Nova Scotia Commits $500K For Mink Industry Research
April 14th, 2015
The provincial government is committing $500,000 to the mink industry in an effort to improve research and development.
The money will be put toward the establishment of a research team involving Dalhousie University’s faculty of agriculture and the Nova Scotia Mink Breeders Association.
Led by a research chair at the Bible Hill agricultural faculty, the team will look for solutions to the problems plaguing the mink industry.
Association president Matt Moses said genetics and disease are the biggest problem for mink farmers right now.
“Both financially, and with respect to farm management, Aleutian disease has been our biggest challenge for more than 50 years,” said Moses. “If we were able to pinpoint which segment of DNA within the animals determines their tolerance to the virus, that would be big.”
Aleutian disease is an extremely contagious virus causing kidney failure, miscarriage and death in minks.
Although there have been some promising leads, Moses said industry-wide solutions aren’t possible without further research.
“Research like this isn’t being done anywhere else in the world. It has potential global implications. We need more research on selection, we need more research on pen size and what’s best for these animals, and we need more research on nutrition.”
Furs are Nova Scotia’s largest agricultural export, bringing in $124 million in 2013. But last year, the industry suffered as the price of mink pelts dropped 60 per cent.
Agriculture Minister Keith Colwell said improved research can lead to significant economic benefits.
“We’re looking at efficiency feeding, and all kinds of different issues around the mink industry to make the pelts worth more. We’re trying to make the farms more profitable, even in a downturn of price.”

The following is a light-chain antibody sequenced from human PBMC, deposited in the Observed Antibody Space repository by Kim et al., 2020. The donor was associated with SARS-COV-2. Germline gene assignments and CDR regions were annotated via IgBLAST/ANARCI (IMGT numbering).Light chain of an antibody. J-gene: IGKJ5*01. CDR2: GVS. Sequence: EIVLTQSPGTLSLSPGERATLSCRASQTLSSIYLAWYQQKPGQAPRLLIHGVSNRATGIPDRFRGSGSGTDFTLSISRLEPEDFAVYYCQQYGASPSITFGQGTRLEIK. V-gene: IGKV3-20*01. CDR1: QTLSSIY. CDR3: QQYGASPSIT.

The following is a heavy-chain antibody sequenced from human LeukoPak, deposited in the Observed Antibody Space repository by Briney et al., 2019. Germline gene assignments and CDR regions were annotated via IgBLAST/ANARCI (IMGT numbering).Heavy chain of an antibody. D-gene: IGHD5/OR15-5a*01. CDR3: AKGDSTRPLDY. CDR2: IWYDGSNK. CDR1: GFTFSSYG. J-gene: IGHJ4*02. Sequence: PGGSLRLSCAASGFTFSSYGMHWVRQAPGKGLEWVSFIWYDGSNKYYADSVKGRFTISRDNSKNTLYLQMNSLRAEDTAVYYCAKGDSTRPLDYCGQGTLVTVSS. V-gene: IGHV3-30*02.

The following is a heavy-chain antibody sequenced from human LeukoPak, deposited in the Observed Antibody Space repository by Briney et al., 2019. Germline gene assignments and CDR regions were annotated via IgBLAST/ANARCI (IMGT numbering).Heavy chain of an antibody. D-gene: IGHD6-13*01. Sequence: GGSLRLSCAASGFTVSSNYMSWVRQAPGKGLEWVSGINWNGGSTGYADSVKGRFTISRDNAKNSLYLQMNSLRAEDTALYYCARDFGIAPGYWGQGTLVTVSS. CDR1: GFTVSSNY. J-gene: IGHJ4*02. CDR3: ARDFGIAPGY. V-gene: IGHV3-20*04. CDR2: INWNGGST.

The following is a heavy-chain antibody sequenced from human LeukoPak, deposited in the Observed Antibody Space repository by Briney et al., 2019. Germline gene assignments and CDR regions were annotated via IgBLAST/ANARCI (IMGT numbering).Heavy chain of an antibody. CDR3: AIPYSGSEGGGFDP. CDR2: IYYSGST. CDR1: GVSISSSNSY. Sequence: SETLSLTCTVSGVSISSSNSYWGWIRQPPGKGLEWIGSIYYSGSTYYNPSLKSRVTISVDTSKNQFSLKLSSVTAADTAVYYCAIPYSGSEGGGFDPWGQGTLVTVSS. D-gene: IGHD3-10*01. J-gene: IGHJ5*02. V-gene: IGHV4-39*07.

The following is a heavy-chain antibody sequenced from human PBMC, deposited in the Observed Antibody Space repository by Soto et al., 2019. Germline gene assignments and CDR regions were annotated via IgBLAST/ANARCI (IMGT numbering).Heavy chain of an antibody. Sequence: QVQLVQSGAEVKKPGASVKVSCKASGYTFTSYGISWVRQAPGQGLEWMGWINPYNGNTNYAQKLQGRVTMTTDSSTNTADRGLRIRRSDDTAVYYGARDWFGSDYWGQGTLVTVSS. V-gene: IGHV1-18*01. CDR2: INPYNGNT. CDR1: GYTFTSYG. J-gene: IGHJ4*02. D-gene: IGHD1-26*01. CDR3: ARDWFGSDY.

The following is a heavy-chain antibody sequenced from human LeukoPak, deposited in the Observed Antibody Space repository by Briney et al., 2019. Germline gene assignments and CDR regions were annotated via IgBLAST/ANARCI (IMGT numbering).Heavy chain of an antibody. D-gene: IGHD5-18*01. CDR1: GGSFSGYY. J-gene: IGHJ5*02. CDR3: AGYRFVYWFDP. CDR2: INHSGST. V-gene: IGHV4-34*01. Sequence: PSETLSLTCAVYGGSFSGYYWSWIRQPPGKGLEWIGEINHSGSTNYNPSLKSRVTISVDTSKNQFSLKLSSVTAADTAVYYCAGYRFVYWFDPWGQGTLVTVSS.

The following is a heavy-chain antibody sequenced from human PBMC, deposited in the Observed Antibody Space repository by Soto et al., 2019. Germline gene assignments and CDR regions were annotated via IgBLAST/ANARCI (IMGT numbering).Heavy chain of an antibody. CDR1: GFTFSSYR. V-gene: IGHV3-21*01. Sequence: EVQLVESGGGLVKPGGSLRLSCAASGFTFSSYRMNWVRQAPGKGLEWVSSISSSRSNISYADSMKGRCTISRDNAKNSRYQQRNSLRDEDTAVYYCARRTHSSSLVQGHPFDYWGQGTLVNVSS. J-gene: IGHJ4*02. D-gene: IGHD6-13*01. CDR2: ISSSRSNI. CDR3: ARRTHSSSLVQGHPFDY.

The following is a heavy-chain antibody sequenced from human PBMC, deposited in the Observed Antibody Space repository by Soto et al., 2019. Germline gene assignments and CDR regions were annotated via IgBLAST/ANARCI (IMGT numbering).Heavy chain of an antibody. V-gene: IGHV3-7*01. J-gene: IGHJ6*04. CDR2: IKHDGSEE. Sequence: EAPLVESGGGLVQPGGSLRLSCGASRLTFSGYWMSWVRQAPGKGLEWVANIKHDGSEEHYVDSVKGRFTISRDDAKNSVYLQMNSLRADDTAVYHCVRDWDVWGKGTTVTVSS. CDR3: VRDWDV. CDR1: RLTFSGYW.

The association was also required to commit $500,000 to the project. Dan Mullen, the group’s former president and spokesman, said he’s optimistic about what they can do.
“The goal is to have a committee utilizing this partnership with Dalhousie. As researchers and projects come to this committee based on industry priorities, money can be divvied up, and researchers can take that money and leverage it for more money from other federal and provincial research programs.
“We’re hoping this provincial money can be tripled, or even quadrupled.”
David Gray, the faculty’s dean, is happy to be involved with the new project.
“The research will all take place here. We’re always committed to the development and improvement of agriculture in Nova Scotia.”
Jocelyne Rankin, freshwater co-ordinator at Ecology Action Centre in Halifax, said she doesn’t think deeper research into the mink industry will help the environment or the province.
“In southwest Nova Scotia, the upstream sections of the watershed are most polluted and prone to blue-green algae growth. That’s because there’s a much higher concentration of mink farms in the area.”
When it comes to improving the mink industry, Rankin said she doesn’t think it’s worth it.
“I have a lot of challenge with this idea of more investment into this industry. It’s failing from an environmental standpoint, it’s very vulnerable to price fluctuations and it doesn’t seem to produce that much more revenue.”
Colwell said the industry’s environmental footprint isn’t the focus of this particular project. He said the 2012 amendments to the Fur Industry Act will force mink farms to clean up.
“That’s already been looked after in the program that’s in place now. They have to get their facilities in place or we’re shutting them down.”